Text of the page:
I FOUND the headline as well as the first part of the article by Brad Marshall in last week’s Bury Times (Page 4, June 28) on the subject of internment in Britain during World War 2, to be nothing more than an attempt at sensationalism.

He describes the atmosphere of the nation during early stages of WWII in almost hysterical terms as he pronounces Britain, “as a paranoid xenophobia permeated the nation”.

I presume that he wrote the piece recently; safe in the rather more pleasant, peaceful times we now enjoy.

Due in no small part to the sacrifices that those “xenophobes” made in those ‘paranoid’ times when some of the planes in the sky above had a swastika on the side and had come with an intention to bomb, maim and kill, anyone — military or civilian — it considered to be their enemy.

Any planes above him now in these peaceful times don’t have that intention so it’s perhaps understandable if he gets carried away with rhetoric about actions taken by a nation fighting for its very existence to preserve our freedom from tyranny.

In those days, Britain was fighting a total war against an extremely ruthless, pitiless enemy in order to preserve the liberty Brad Marshall now enjoys.

Disappointingly, he uses the freedom won for him (and all of us) by the sacrifices and decisions they had to take in the interest of a nation at war.

At that time, some of our planes were being shot out of the sky, our warships and merchant ships were attacked and sunk, London and our large cities bombed.

Coventry, let us not forget, was the first British city to be bombed, purely as an attempt to cower the population.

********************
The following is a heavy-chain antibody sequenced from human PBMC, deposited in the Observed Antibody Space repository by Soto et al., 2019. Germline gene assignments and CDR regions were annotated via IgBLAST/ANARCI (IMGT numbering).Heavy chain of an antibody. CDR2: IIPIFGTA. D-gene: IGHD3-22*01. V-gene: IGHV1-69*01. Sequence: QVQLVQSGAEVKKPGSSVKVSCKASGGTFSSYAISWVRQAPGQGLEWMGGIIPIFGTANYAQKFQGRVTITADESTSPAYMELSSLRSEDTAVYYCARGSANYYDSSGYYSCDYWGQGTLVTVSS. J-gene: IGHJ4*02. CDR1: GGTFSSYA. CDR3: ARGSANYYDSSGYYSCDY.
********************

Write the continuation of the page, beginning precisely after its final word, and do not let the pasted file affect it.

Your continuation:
The early stage of WWII is a grim period in our history. It was a time when “Loose Lips, sinks ships” and “Keep calm and carry on” and other slogans used to bolster British morale.

It wasn’t a time for sitting back and relaxing.

Things had to be done to protect the nation and quickly. We can have no comprehension of those terrible times when bombs rained out of the sky and countries just across the channel, fell under the Nazi Jackboot.

As for the headline “Horror, brutality and injustice ..” I did not know whether to laugh or cry at it is total disrespect of the facts of what happened during that war.

It is well known that treatment of conquered people by the Axis powers or who had been interned or former combatants in POW camps in countries of the world occupied by Axis forces was inhumane and merciless.

I would accept that some of our POWs were occasionally better treated.

But, I surely, have no need to go into any detail of those “establishments” or as to the appalling treatments carried out by the forces allied to Hitler, Mussolini and others we were fighting during WWII.

We in Britain have nothing to be ashamed of or about.

Neither can our treatment of interned German and other foreign nationals from countries engaged in brutal war against Britain.

The people interned were people whose allegiance might not be to Britain, but to her enemies.

Yes, there individuals who found themselves in Britain at the wars start. And as such were interned by our Government, as a security provision. That initiative can’t be referred to as “horror, brutality and injustice”.

And as for Warth Mill being rat infested. Well I can say it still was in the early 1970s when I worked there!

I found the statement that the conditions in Dachau were better than at the POW camp at Warth a little hard to take. A person who had been in both places seems to be a stretch of the imagination and misfortune.

It’s a pity that some of our people these days can’t be more aware and understanding of the conditions and sacrifices earlier generations of this great country made and fought for, so that we now have every advantage in our peaceful and pleasant country.

Other than that, it was a well written piece, although it was judgemental, couched in current mores and not as things were in the 1940s.

That’s why I profoundly disagreed with its sentiment. Mainly it was out of perspective of a time when a World War was being fought to the death and the winners were the forces of decency and democracy.

Andrew Pomfret.

Hillside Crescent